Review and Disclosure Policy

At, we rarely do product or software reviews. Instead, it’s all about the actual benefit that comes to the business owner or entrepreneur from the product or service. Usually, it takes time for benefits or problems to come out. Though I am personally an early adopter of many technologies, I limit the number of reviews I actually do to the technologies that are going to significantly positively affect a company. Rarely do I go out of the way to get a review copy of anything.

Last week, I was invited by Sprint to attend the Washington, D.C. pre-launch event for the Palm Prē, the new smartphone that is supposed to be an iPhone killer. In advance, I asked for a review unit. It is difficult to know what the significance of a product is in the store. I need to use it for a period of time. I was not allowed to take a Prē home and that is fine. I am on a list and may get an opportunity down the road.

The conversation that night was around what kind of review I’d provide of the unit. Sprint never asked for a positive review but assumed I would provide a review and only wanted fairness out of me. I explained that in my role as a “signal filter”, I would not guarantee a review but I wouldn’t write a negative review. If it’s not a good product, then my audience does not need to even hear about it. The only reason they need to hear about a product is if the product is going to help them run their businesses better. For instance, if I agree to review Peet’s Coffee and they send me 6 half pound bags of different beans, I’m going to love the product. Big fan of Peets. But I’m not posting a review, positive or negative, on this site.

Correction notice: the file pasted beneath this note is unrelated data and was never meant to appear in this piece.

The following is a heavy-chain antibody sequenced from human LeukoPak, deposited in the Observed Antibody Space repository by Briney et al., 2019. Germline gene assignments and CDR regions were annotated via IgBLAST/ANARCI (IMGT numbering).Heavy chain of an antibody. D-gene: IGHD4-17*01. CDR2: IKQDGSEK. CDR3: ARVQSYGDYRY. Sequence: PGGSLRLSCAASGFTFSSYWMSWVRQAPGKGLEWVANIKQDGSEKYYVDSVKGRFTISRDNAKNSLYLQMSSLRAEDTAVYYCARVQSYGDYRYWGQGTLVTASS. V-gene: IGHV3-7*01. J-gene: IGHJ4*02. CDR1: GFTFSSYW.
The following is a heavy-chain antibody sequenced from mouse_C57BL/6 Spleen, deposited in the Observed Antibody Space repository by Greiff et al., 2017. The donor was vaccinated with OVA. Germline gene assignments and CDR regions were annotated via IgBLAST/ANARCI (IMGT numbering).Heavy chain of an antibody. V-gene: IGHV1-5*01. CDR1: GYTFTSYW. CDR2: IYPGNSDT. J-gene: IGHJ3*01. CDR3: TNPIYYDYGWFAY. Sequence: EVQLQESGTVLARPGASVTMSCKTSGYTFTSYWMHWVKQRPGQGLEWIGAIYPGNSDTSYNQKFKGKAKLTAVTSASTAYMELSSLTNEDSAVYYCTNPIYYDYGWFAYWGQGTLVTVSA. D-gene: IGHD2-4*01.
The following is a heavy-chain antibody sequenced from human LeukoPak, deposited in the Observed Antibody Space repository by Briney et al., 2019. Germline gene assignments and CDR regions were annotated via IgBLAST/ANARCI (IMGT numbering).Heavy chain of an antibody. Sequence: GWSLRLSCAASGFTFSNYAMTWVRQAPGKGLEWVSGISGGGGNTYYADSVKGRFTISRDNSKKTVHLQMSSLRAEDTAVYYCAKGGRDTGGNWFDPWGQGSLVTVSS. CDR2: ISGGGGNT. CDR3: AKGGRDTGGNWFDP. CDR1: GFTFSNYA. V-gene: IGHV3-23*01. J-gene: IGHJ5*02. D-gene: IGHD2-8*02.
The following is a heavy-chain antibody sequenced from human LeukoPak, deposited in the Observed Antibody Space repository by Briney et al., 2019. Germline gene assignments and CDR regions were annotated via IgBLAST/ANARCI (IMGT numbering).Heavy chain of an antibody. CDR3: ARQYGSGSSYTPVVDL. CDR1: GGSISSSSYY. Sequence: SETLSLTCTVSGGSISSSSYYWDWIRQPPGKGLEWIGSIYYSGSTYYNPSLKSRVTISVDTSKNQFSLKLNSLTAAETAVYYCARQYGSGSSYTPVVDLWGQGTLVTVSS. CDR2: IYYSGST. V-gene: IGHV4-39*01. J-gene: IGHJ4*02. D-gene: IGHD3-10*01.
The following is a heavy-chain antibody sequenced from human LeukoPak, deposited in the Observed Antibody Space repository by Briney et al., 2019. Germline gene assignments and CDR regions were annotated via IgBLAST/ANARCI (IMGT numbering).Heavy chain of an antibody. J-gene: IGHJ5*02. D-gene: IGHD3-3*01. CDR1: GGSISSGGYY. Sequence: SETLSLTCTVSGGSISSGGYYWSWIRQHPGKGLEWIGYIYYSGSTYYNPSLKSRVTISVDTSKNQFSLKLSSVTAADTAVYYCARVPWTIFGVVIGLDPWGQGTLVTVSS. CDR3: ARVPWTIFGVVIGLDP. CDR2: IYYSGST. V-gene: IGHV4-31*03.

However, as a product that seems to perfectly straddle the world between the iPhone, the best consumer phone, and BlackBerry, the best business phone – the PrÄ“ is likely to get airtime somehow. It’s relevant. Reviews should always be relevant and not simply required.

Tangentially, the PrÄ“ and the “review copy” problem reared it’s ugly head between Techcrunch’s Mike Arrington and’s Leo Laporte over the weekend.